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Friday, March 24, 2017

Ocrevus and the Hope of ‘Ending MS Forever’: Interview with MS Society’s Tim Coetzee

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Ocrevus, MS and hope

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The potential approval of Ocrevus (ocrelizumab) this month supports the idea that, someday, a world free of multiple sclerosis (MS) is possible, according to Dr. Tim Coetzee, the National Multiple Sclerosis Society’s chief advocacy, services and research officer.
While Coetzee — and the society he represents — realize the potential of Ocrevus to improve MS treatment, both also acknowledge that plenty of work remains to be done to reach its goal of “ending MS forever.”
Tim Coetzee
Tim Coetzee (Courtesy, National Multiple Sclerosis Society)
Meanwhile, the society is working hard to make sure that the benefits Ocrevus may offer — if approved — will reach as many people as possible.
With the date for Ocrevus’ potential approval fast approaching, Multiple Sclerosis News Today spoke to Coetzee about how the possible therapy is viewed by the MS Society, its hopes and concerns, and work beyond Ocrevus.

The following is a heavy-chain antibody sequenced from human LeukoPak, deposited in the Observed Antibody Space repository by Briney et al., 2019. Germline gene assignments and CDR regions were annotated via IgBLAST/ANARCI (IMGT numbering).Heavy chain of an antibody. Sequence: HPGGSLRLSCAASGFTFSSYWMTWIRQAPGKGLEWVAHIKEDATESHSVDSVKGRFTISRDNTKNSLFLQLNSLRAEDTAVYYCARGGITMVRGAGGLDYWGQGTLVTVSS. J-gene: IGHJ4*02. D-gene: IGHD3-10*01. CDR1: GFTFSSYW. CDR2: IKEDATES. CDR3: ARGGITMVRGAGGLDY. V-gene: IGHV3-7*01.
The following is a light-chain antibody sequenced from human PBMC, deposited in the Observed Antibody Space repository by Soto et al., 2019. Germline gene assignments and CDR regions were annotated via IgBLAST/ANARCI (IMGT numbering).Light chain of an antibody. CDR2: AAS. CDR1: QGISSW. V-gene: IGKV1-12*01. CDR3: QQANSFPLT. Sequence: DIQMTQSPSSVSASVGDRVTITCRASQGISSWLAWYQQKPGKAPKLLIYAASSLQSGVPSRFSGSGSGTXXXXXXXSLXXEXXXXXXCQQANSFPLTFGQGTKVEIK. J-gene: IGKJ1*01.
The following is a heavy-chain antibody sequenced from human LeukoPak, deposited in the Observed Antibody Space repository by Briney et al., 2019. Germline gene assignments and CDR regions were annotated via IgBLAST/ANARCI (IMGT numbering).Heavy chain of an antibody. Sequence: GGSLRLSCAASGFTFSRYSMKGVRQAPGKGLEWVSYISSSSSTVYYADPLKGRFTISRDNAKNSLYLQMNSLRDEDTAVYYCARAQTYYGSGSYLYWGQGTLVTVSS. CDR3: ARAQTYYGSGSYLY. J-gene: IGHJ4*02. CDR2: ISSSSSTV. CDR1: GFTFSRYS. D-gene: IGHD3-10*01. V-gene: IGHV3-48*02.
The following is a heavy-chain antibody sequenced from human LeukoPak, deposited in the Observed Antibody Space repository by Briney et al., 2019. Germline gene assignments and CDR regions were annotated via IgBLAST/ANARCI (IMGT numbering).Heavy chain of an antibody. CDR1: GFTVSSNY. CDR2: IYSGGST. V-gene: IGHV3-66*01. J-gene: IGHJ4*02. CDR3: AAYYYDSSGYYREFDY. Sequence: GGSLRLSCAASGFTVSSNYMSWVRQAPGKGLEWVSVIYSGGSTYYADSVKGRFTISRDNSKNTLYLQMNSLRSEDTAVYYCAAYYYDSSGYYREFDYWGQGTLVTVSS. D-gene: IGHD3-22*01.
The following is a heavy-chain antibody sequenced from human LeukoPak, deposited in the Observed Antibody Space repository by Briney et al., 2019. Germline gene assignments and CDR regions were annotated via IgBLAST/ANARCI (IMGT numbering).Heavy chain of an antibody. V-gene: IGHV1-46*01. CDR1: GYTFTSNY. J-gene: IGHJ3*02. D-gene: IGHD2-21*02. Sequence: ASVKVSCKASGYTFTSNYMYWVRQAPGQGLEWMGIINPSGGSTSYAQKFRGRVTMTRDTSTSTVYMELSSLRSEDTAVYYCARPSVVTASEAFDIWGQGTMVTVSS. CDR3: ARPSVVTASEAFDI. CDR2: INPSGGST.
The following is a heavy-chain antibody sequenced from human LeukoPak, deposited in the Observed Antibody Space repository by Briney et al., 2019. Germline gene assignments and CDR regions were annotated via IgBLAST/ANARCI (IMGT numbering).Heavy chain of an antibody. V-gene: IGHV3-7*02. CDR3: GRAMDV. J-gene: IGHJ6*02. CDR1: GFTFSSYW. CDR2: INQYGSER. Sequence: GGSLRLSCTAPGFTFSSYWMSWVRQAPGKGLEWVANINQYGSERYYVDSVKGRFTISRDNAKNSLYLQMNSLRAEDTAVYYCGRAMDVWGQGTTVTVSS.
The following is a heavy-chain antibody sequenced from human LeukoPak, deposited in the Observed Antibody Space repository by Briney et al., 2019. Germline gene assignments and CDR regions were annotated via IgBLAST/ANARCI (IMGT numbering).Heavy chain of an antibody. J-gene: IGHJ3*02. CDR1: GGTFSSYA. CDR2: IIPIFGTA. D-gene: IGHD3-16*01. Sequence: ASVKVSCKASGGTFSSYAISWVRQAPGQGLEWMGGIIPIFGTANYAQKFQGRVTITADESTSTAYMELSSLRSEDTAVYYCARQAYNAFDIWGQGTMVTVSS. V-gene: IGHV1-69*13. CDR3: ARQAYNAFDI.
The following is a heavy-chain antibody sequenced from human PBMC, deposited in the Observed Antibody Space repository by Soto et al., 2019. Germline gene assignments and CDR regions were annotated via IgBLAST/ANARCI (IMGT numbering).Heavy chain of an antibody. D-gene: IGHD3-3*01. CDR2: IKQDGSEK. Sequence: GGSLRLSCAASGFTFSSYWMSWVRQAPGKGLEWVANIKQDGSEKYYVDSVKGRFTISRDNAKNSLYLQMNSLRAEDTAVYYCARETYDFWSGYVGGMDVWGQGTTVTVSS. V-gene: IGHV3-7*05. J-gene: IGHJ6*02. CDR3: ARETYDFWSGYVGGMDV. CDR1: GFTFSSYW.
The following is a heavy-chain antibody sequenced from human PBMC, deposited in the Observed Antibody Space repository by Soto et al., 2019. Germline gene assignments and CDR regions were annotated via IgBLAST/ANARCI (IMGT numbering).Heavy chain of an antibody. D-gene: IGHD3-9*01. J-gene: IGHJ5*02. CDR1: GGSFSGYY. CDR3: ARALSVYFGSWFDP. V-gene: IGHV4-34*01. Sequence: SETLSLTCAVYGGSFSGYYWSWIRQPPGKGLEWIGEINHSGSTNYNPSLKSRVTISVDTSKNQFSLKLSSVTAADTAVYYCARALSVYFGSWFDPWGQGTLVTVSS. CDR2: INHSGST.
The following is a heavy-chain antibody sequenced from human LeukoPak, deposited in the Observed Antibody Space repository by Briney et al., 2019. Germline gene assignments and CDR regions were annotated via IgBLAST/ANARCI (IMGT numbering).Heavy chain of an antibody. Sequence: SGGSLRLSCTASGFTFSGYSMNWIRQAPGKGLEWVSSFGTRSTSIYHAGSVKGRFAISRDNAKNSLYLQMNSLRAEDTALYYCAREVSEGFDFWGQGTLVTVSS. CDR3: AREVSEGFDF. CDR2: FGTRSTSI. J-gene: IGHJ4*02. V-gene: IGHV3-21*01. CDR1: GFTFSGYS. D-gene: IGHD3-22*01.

Cautious optimism

“The idea of a treatment being approved for primary progressive MS is huge,” Coetzee said. Still, he and the society do not want to celebrate too soon, and are only cautiously optimistic that the U.S. Food and Drug Administration (FDA) will approve Ocrevus on March 28.
“Of course, you always have to be prepared for the unexpected — like the three-month delay in the agency’s decision late last year, but we certainly hope that doesn’t happen,” he added.
Ocrevus has been tested in three large global clinical trials: the two OPERA I and OPERA II trials (NCT01247324 and NCT01412333) in relapsing patients, and the ORATORIO (NCT01194570) study in people with primary-progressive MS. Researchers — both those involved in the trials and those not — consider the study data impressive.
Many patients also have high hopes for the treatment. According to Coetzee, relapsing MS patients are excited about the possibility of yet another, and possibly better, disease modifying treatment to choose from. And while primary progressive patients recognize that the treatment’s effect in clinical trials was modest — it is a huge step forward compared to no available treatment at all.1

“To have any option is a critical first step to addressing the challenges of treating progressive MS,” Coetzee said, but advised restrained optimism.
So while Genentech’s Dr. Peter Chin noted that Ocrevus “has the potential to change the way MS is treated,” Coetzee underscored the importance of seeing how the drug works in wider usage.

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